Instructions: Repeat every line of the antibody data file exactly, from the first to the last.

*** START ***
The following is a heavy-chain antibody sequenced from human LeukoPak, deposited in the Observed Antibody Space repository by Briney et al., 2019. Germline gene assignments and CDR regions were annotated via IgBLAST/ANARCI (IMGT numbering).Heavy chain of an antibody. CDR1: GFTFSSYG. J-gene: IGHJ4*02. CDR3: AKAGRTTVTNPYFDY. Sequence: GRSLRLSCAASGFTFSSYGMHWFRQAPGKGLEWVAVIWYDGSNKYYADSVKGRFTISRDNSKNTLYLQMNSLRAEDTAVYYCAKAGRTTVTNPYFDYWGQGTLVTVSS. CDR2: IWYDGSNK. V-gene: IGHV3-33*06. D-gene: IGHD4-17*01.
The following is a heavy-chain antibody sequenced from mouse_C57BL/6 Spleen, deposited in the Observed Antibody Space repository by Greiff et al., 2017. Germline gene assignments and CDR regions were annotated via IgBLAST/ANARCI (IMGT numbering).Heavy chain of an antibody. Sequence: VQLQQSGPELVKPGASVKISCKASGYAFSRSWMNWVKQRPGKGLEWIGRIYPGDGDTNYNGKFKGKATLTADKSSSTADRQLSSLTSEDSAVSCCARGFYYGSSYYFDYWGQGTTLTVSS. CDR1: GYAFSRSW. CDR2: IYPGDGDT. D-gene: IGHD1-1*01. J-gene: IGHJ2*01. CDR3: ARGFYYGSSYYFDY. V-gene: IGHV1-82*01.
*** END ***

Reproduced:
The following is a heavy-chain antibody sequenced from human LeukoPak, deposited in the Observed Antibody Space repository by Briney et al., 2019. Germline gene assignments and CDR regions were annotated via IgBLAST/ANARCI (IMGT numbering).Heavy chain of an antibody. CDR1: GFTFSSYG. J-gene: IGHJ4*02. CDR3: AKAGRTTVTNPYFDY. Sequence: GRSLRLSCAASGFTFSSYGMHWFRQAPGKGLEWVAVIWYDGSNKYYADSVKGRFTISRDNSKNTLYLQMNSLRAEDTAVYYCAKAGRTTVTNPYFDYWGQGTLVTVSS. CDR2: IWYDGSNK. V-gene: IGHV3-33*06. D-gene: IGHD4-17*01.
The following is a heavy-chain antibody sequenced from mouse_C57BL/6 Spleen, deposited in the Observed Antibody Space repository by Greiff et al., 2017. Germline gene assignments and CDR regions were annotated via IgBLAST/ANARCI (IMGT numbering).Heavy chain of an antibody. Sequence: VQLQQSGPELVKPGASVKISCKASGYAFSRSWMNWVKQRPGKGLEWIGRIYPGDGDTNYNGKFKGKATLTADKSSSTADRQLSSLTSEDSAVSCCARGFYYGSSYYFDYWGQGTTLTVSS. CDR1: GYAFSRSW. CDR2: IYPGDGDT. D-gene: IGHD1-1*01. J-gene: IGHJ2*01. CDR3: ARGFYYGSSYYFDY. V-gene: IGHV1-82*01.